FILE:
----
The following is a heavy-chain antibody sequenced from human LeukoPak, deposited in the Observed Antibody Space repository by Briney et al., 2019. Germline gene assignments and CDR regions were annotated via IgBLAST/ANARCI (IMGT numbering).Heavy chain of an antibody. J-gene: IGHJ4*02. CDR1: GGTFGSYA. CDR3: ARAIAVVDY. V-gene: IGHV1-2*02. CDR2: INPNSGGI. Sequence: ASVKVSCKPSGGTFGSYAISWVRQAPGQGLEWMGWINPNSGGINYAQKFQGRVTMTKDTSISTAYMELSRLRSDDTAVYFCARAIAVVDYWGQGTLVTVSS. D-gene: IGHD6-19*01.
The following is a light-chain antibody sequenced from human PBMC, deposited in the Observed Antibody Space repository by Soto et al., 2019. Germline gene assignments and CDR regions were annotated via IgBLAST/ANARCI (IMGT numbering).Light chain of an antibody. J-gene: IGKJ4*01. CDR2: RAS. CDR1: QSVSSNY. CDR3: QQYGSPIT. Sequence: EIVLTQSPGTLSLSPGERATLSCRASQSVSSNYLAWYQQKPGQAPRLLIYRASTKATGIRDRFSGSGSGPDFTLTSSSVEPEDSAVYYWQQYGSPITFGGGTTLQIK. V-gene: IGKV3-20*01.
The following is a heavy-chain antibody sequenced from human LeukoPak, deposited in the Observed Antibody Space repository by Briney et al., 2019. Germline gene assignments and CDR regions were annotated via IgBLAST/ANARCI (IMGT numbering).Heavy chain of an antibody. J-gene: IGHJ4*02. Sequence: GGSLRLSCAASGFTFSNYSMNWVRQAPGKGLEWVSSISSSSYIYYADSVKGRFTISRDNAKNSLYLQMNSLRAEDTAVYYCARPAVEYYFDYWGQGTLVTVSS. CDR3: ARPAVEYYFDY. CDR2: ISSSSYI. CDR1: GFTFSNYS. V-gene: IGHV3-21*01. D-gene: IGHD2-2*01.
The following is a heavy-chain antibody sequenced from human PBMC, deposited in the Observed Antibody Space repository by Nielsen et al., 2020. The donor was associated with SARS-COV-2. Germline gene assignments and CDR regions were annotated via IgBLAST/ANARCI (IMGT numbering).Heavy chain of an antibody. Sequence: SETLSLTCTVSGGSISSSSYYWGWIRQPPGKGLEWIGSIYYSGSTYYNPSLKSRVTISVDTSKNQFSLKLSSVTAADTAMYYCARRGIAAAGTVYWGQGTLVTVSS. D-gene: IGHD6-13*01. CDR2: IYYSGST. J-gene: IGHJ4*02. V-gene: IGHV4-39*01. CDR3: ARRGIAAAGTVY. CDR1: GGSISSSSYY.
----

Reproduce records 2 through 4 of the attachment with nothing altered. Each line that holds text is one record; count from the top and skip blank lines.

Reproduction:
The following is a light-chain antibody sequenced from human PBMC, deposited in the Observed Antibody Space repository by Soto et al., 2019. Germline gene assignments and CDR regions were annotated via IgBLAST/ANARCI (IMGT numbering).Light chain of an antibody. J-gene: IGKJ4*01. CDR2: RAS. CDR1: QSVSSNY. CDR3: QQYGSPIT. Sequence: EIVLTQSPGTLSLSPGERATLSCRASQSVSSNYLAWYQQKPGQAPRLLIYRASTKATGIRDRFSGSGSGPDFTLTSSSVEPEDSAVYYWQQYGSPITFGGGTTLQIK. V-gene: IGKV3-20*01.
The following is a heavy-chain antibody sequenced from human LeukoPak, deposited in the Observed Antibody Space repository by Briney et al., 2019. Germline gene assignments and CDR regions were annotated via IgBLAST/ANARCI (IMGT numbering).Heavy chain of an antibody. J-gene: IGHJ4*02. Sequence: GGSLRLSCAASGFTFSNYSMNWVRQAPGKGLEWVSSISSSSYIYYADSVKGRFTISRDNAKNSLYLQMNSLRAEDTAVYYCARPAVEYYFDYWGQGTLVTVSS. CDR3: ARPAVEYYFDY. CDR2: ISSSSYI. CDR1: GFTFSNYS. V-gene: IGHV3-21*01. D-gene: IGHD2-2*01.
The following is a heavy-chain antibody sequenced from human PBMC, deposited in the Observed Antibody Space repository by Nielsen et al., 2020. The donor was associated with SARS-COV-2. Germline gene assignments and CDR regions were annotated via IgBLAST/ANARCI (IMGT numbering).Heavy chain of an antibody. Sequence: SETLSLTCTVSGGSISSSSYYWGWIRQPPGKGLEWIGSIYYSGSTYYNPSLKSRVTISVDTSKNQFSLKLSSVTAADTAMYYCARRGIAAAGTVYWGQGTLVTVSS. D-gene: IGHD6-13*01. CDR2: IYYSGST. J-gene: IGHJ4*02. V-gene: IGHV4-39*01. CDR3: ARRGIAAAGTVY. CDR1: GGSISSSSYY.